An­other Ngo—bei­jing Union on of Grass­land—also con­ducted a sur­vey of a cer­tain area where plas­tic stic shop­ping bags were al­most com­ple­teetely elim­i­nated. But the al­ter­na­tives are free non-wo­ven fab­ric bags of low w qual­ity, which are of­ten dis­carded by con­sumers after a sin­gle use. “Their eir strict en­force­ment of the reg­u­la­tion on de­serves ap­plause,” says the head of the Union. “But the plas­tic bags have ave been re­placed by non-wo­ven fab­ric c

sub­sti­tutes. Ac­tu­ally, they are made from polypropy­lene, so fun­da­men­tally the fab­ric bag is also plas­tic. The prob­lem is not solved.”

Pre­car­i­ous Degrad­able Plas­tics

In re­cent years, Jilin, Hainan and He­nan prov­inces and some re­gions is­sued reg­u­la­tions to re­strict plas­tic bags and pro­mote degrad­able plas­tics to re­place plas­tic shop­ping bags and even dis­pos­able table­ware. Last Novem­ber, the State Post Bu­reau and nine other min­istries jointly an­nounced guide­lines to pro­mote green pack­ag­ing in the de­liv­ery in­dus­try, ac­cord­ing to which degrad­able green ma­te­ri­als will ac­count for 50 per­cent of all pack­ag­ing by 2020.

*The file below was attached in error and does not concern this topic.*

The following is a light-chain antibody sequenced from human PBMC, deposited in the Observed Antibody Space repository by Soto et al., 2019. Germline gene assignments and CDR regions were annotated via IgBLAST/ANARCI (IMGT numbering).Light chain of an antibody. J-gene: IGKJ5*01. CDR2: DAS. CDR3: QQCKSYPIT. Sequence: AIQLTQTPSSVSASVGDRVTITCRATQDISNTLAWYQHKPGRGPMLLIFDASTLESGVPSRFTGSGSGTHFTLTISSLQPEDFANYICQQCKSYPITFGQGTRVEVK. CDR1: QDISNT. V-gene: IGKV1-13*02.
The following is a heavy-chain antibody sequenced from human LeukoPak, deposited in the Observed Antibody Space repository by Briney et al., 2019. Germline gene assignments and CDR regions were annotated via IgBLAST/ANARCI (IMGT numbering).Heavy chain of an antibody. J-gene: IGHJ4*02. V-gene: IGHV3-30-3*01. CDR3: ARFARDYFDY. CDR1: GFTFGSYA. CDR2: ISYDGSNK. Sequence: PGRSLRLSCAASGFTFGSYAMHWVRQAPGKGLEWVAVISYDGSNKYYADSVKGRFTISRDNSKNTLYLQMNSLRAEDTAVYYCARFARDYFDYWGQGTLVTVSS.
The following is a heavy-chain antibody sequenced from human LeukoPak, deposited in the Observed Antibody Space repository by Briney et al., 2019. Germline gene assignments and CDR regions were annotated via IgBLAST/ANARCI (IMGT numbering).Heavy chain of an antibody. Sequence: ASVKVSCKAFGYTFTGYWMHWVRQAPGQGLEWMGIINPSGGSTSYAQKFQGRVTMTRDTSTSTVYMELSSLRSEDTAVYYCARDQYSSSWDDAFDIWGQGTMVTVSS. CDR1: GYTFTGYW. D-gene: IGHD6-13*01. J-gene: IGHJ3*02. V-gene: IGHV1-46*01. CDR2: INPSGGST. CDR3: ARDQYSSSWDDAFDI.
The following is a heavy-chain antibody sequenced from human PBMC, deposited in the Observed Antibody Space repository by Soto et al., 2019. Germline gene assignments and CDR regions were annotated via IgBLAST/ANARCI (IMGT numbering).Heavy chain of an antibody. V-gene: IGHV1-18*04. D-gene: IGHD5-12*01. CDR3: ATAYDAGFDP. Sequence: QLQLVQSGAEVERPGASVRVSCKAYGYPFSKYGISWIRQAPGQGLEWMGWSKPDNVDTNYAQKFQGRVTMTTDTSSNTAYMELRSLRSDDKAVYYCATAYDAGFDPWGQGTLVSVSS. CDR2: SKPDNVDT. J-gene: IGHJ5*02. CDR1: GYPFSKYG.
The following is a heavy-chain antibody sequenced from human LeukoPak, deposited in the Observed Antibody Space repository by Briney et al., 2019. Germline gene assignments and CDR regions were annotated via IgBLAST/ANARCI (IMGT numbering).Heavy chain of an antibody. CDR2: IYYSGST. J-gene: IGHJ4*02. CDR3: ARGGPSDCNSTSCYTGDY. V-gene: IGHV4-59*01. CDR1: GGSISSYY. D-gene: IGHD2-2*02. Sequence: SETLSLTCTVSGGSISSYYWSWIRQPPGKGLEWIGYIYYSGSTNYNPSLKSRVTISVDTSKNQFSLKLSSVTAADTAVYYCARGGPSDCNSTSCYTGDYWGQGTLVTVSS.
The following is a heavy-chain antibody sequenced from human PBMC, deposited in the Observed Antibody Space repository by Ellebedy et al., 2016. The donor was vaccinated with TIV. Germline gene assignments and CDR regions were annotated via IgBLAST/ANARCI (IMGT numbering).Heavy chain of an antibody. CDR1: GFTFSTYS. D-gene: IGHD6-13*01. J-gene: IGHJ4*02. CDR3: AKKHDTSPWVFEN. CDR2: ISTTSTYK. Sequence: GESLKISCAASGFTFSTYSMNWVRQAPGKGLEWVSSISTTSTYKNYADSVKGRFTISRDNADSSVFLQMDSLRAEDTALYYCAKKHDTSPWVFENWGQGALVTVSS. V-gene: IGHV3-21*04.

“We need to be care­ful be­cause not all degrad­able plas­tics are good for the en­vi­ron­ment,” stresses Dr. Mao Da from Bei­jing Nor­mal Univer­sity. “If the au­thor­i­ties do not de­fine and stan­dard­ize ‘degrad­able pack­age,’ there will be both good and bad prod­ucts in the mar­ket.” Ac­tu­ally, “degrad­able pack­age” is not the same as “green pack­age.”

First, degrad­able plas­tic is vir­tu­ally a dis­pos­able prod­uct. The cul­ture of one-off con­sump­tion is the root of the waste prob­lem. Dis­pos­able prod­ucts fuel mass pro­duc­tion and mas­sive waste. Dis­pos­able degrad­able plas­tic prod­ucts are no ex­cep­tion. Some typ­i­cal degrad­able plas­tics are made from starch. If they are widely used, they could squeeze the land for grain pro­duc­tion. And ex­ces­sive dis­card­ing of degrad­able plas­tics has also caused se­ri­ous prob­lems.

Sec­ond, ma­te­ri­als for degrad­able plas­tics vary con­sid­er­ably. And degra­da­tion re­quires strict con­di­tions. China presently lacks uni­fied stan­dards for degrad­able ma­te­ri­als. Many degrad­able pack­ages in the mar­ket can only be par­tially de­graded. And the frag­mented leftover can even cause more se­ri­ous prob­lems. Even ma­te­ri­als which can

be de­graded com­pletely can only do so un­der cer­tain con­di­tions with spe­cific tech­nol­ogy and fa­cil­i­ties. For ex­am­ple, the degrad­abil­ity de­fined by Euro­pean stan­dard EN 13432 re­quires par­tic­u­lar com­post­ing fa­cil­i­ties. Al­most no plas­tic prod­uct can dis­solve in the ocean or or­di­nary soil. Most cities in China have no com­post­ing fa­cil­i­ties at all.